It was China's first teaching museum, and was also the only museum in China to be equipped with modern technology such as temperature- and humidity-controlled environments, air conditioning, lights from Czechoslovakia and display cases from Germany, said Song, the museum's deputy director.
On May 27, to celebrate its 20th anniversary, the museum presented an exhibition of cultural relics unearthed at a 1,000-year-old graveyard belonging to a noble's family in the Northern Song Dynasty (960-1127).
Zhang Yun, archeologist and excavator, said the site was regarded as one of the "Ten Greatest Archeology Discoveries in China in 2010".
"Although it is a teaching museum, Sackler museum at Peking University represents a high academic level of archaeology in China," said Zhang. "That's why we chose the museum to display the relics for the first time."
She said the design of the exhibition is outstanding: All relics have been professionally sorted with different categories and objects artistically arranged in the exhibition hall. Visitors can not only see artifacts from a noble family's grave, but also learn about the lifestyle and the ideology of people from the Northern Song Dynasty.
"After 20 years of development we still have a lot to do, and it is a good chance to learn how to work in a museum, because it is a complex project requiring cooperation and joint efforts from teams of professionals from the US and China," Song said.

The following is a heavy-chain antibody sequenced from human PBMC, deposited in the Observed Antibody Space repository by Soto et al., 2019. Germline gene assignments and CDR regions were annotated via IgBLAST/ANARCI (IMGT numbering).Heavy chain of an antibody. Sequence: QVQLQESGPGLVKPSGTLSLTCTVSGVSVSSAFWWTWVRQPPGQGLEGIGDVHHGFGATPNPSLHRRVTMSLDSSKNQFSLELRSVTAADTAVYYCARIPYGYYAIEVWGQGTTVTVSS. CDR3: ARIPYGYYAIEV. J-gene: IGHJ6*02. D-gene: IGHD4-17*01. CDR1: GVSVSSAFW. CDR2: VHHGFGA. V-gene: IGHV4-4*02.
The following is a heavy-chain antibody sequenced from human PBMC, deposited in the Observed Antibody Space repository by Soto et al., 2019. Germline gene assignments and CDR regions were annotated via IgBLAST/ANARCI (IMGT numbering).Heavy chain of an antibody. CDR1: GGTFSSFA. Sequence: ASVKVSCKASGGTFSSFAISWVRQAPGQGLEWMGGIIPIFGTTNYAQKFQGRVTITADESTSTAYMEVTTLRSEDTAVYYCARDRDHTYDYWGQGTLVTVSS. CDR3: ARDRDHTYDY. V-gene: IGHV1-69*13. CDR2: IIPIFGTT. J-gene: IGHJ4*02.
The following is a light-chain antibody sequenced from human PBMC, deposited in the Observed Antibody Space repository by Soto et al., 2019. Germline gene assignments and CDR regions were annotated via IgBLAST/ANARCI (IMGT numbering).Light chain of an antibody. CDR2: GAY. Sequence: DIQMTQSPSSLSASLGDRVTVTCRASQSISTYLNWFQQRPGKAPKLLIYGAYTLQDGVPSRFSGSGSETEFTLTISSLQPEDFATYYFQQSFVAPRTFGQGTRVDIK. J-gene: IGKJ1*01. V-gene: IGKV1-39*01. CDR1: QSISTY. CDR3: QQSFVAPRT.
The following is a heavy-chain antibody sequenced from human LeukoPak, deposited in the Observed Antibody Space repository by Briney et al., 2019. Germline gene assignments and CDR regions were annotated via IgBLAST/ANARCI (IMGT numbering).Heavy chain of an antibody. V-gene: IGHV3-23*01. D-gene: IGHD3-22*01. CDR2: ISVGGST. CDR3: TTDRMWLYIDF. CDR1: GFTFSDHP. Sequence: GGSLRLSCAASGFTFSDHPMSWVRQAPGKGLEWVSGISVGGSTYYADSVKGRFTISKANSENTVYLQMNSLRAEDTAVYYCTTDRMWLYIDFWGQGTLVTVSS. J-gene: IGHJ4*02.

Jill Sackler has been supporting the museum since her husband passed away in 1987.
Sponsored by the Arthur M. Sackler Foundation for Arts, Sciences and Humanities, Song went to the US to learn archaeology and museology in 1987. He said he was impressed by how much museums contribute to public education in the US. "It is all about knowledge, and sharing. People, especially children, can learn so much through an exhibition. They can watch, listen and even touch the objects to learn," he said.
Song said he was also impressed by how much the museums were involved in current affairs. "There were exhibitions about civil rights and women's rights. Instead of being just display places, museums in the US are alive and full of interaction," he said. "I wouldn't have learned all this if I didn't work for the AMS museum in PKU, and now we are trying to practice what we have learned in the US."
Song said his museum has 50,000 to 60,000 visitors a year, mostly students at PKU.
Xiao Jieming, 22, a student majoring in museology at PKU, said the museum is a great place to learn. Being an intern and one of the 30 volunteer tour guides at the museum, Xiao has worked on several exhibitions. She said the museum, with a high academic standard and good reputation, has been attracting students from different majors to visit or do volunteer work.
"It's not the biggest museum in China, but it imparts the most knowledge about archaeology, and it gives me a chance to practice what I have learned in the textbook," she said. "I am proud I have been a part of the museum that is capable of training the next generation of Chinese leaders in the field of archaeology and museology."
Reported by: Peng Yining
Photos by: Wang Jing / China Daily
Source: China Daily
Edited by: Arthars